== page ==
The sole solo on the recording, Fang Man’s Lament, is an excellent extended work that involves overtones, vocalization, and microtonal inflections. Come Closer’s final piece, Yonder by Jesse Jones, is for bassoon, string trio, and piano. It combines post-minimal and alt-folk gestures in a finely wrought ensemble work that one hopes will gain wider currency.

Harley has done a double service with Come Closer, presenting music by some of the finest young and mid-career composers currently at work in the United States and substantially enlarging the repertoire for bassoon with his advocacy. Recommended.

Recordings of the Year

Recording of the Year: Terry Riley, Sun Rings, Kronos Quartet, Volti (Nonesuch)

            Terry Riley’s 2002 work Sun Rings simultaneously celebrates the 25th anniversary of the Voyager exploration and soberly reflects on September 11, 2001. Kronos Quartet, longtime collaborators with Riley, the ethereal voices of Volti, and a collection of space sounds are combined to create a fascinating and engaging amalgam. An exhilarating ride through the various styles that Riley has at his disposal.

Best Recordings of 2019 (in no particular order)

  • Terry Riley, Sun Rings, Kronos Quartet, Volti (Nonesuch)
  • Matana Roberts, COIN COIN Chapter Four: Memphis (Constellation)
  • Heinz Holliger and György Kurtág, Zwiegespräche (ECM)
  • Andrew Norman, Sustain, Los Angeles Philharmonic – Gustavo Dudamel (Deutsche Grammophon)
  • Bonnie Prince Billy, I Made a Place (Drag City)
  • Igor Levit, Beethoven Piano Sonatas (Sony Classical)
  • Thomas Zehetmair, Sei Solo – The Sonatas and Partitas (ECM)
  • John Luther Adams, Become Desert, Seattle Symphony – Ludovic Morlot (Cantaloupe)
  • Philip Glass, Symphony 5, Choir of Trinity Wall Street, Downtown Voices, Trinity Youth Chorus, Novus NY – Julian Wachner (Orange Mountain)
  • Cipriano de Rore, I madrigali a cinque voci, Blue Heron – Scott Metcalfe (Blue Heron)
  • Johannes Ockeghem, Complete Songs, Volume 1, Blue Heron – Scott Metcalfe (Blue Heron)
  • Six Organs of Admittance, Companion Rises (Drag City)
  • Dominique Schafer, Vers une présence réelle (Kairos)
  • Leo Svirsky, River Without Banks (Unseen Worlds)
  • Christian Wolff, Preludes, Studies, Variations, and Incidental Music, Philip Thomas (Sub Rosa)
  • Caroline Shaw, Orange (New Amsterdam/Nonesuch)
  • andPlay, Playlist (New Focus)
  • Jan Garbarek and Hilliard Ensemble, Remember Me, My Dear (ECM)
  • Lucas Debargue, Scarlatti: 52 Sonatas (Sony Classical)
  • Cassandra Miller, Songs About Singing, Plus-Minus Ensemble (All That Dust)
  • Sarah Hennies, Reservoir 1 (Black Truffle)
  • Jenny Hval, The Practice of Love (Sacred Bones)
  • Sergei Rachmaninov, Arrival, Daniil Trifonov, Philadelphia Orchestra – Yannick Nézet-Séguin (Deutsche Grammophon)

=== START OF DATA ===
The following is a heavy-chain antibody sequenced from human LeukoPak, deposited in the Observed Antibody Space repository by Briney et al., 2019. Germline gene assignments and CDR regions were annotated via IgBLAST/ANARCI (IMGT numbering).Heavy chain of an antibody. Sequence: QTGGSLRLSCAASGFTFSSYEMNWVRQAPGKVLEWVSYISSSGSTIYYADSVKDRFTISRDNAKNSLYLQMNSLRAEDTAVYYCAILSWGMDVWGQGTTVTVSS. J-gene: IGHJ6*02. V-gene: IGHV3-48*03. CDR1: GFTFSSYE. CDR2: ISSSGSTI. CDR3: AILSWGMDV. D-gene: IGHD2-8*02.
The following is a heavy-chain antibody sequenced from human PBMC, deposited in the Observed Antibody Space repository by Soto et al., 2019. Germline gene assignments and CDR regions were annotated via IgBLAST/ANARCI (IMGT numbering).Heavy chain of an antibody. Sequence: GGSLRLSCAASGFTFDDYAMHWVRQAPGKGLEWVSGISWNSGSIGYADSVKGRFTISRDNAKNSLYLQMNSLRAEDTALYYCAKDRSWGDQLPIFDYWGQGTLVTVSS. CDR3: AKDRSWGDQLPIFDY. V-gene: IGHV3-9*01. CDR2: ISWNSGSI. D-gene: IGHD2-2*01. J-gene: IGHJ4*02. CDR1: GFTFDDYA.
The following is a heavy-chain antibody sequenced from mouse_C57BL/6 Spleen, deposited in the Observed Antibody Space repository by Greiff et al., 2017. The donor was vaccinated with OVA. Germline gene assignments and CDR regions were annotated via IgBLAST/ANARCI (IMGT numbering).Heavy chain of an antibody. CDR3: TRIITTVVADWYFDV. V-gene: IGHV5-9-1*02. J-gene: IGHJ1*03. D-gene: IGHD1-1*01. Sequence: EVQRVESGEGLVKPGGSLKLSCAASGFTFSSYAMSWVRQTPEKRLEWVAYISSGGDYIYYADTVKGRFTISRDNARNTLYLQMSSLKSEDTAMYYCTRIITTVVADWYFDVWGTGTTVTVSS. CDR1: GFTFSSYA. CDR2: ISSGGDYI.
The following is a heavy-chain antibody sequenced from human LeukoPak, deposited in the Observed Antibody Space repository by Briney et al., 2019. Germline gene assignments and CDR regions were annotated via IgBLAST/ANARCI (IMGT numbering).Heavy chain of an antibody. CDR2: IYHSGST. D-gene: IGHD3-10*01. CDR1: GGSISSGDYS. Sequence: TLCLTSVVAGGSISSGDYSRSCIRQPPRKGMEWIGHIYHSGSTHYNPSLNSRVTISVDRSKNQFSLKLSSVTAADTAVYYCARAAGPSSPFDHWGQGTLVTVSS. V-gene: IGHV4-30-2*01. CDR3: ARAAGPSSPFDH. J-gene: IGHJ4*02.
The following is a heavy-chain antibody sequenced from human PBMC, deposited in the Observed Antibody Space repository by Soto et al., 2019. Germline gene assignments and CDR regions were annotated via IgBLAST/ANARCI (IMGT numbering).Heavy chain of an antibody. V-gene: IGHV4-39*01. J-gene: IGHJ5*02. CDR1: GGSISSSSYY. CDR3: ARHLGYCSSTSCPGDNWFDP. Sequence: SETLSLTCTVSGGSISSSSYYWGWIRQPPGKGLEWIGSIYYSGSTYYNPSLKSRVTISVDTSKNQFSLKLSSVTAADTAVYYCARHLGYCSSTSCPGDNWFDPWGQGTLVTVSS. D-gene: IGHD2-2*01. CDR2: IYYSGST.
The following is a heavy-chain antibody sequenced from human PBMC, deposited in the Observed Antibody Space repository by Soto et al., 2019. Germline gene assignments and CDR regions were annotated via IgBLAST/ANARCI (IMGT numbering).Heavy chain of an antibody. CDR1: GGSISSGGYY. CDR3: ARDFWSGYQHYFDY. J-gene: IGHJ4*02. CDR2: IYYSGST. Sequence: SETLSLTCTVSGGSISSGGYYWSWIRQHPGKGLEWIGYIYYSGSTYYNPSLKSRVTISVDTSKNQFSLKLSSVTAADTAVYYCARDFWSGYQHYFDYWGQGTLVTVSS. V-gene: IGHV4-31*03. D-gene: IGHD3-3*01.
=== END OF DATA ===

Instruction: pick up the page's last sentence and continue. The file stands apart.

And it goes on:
• Kali Malone, The Sacrificial Code (iDeal)
  • Stile Antico, A Spanish Nativity (Harmonia Mundi)
  • David Torn, Tim Berne, Ches Smith, Sun of Goldfinger (ECM)
  • Ka Baird, Respires (RVNG)
  • David Byrne, American Utopia (Nonesuch)
  • Þuríður Jónsdóttir, Halldór Smárason, Páll Ragnar Pálsson, and Hafliði Hallgrímsson, Vernacular, Sæun Thorsteinsdóttir (Sono Luminus)
  • Matt Mitchell, Phalanx Ambassadors (Pi)
  • Julian Anderson, Poetry Nearing Silence (NMC)
  • Jaimie Branch, FLY or DIE II: Bird Dogs of Paradise (International Anthem)
  • FKA Twigs, Magdalene (Young Turks)
  • Kris Davis, Diatom Ribbons (Pyroclastic)
  • Angel Olsen, All Mirrors (Jagjaguwar)
  • Guided by Voices, Sweating the Plague (GBV)
  • Anna Thorvaldsdóttir, Haukur Tómasson, Maria Huld Markan Sigfúsdóttir, and Páll Ragnar Pálsson, Concurrence, Víkingur Ólafsson, Sæunn Thorsteinsdóttir, Iceland Symphony Orchestra – Daniel Bjarnason (Sono Luminus)
  • Michael Finnissy, Vocal Works 1974-2015, EXAUDI Vocal Ensemble, James Weeks (Winter and Winter)
  • Emmanuel Nunes, Eivend Buene, Andreas Dohmen, Márton Illés, Chaya Czernowin, Donaueschinger Musiktage 2017 (Neos)
  • Minor Pieces, The Heavy Steps of Dreaming (Fat Cat)
  • Zosha di Castri, Tachitipo (New Focus)
  • Morton Feldman, Piano, Philip Thomas (Another Timbre)
  • Aaron Copland, Billy the Kid and Grohg, Detroit Symphony – Leonard Slatkin (Naxos)
  • Ivo Perelman, Matt Maneri, Nate Wooley, Matthew Shipp, Strings 4 (Leo)
  • Liza Lim, Rebecca Saunders, Chaya Czernowin,  Mirela Ivičević, and Anna Thorvaldsdóttir, Speak Be Silent, Riot Ensemble – Aaron Holloway-Nahum (Huddersfield-NMC)
  • Saariaho, Schleirmacher, Werthmüller, Sturm, Ensemble Musikfabrik (Wergo)
  • Josquin and Bauldeweyn, Missa Mater Patris, Missa Da Pacem, Tallis Scholars (Gimell)
  • Antoine Beuger, Traces of Eternity: Of What is Yet to Be (Editions Wandelweiser)
  • Richard Barrett, Timothy McCormack, Liza Lim, World-line, ELISION (Huddersfield NMC)
  • George Perle, Serenades (BMOP)
  • György Kurtág, The Edge of Silence, Susan Narucki (Avie)
  • American Football, American Football LP3 (Polyvinyl)
  • Julia Kent, Temporal (Leaf)
  • The Comet is Coming, Trust in the Lifeforce of the Deep Mystery (Impulse)
  • Pan American, A Son (Kranky)
  • William Basinski, On Time Out of Time (Temporary Residence)
  • Shasta Cults, S/T (Important)
  • Harry Partch, Sonata Dementia, PARTCH (Bridge)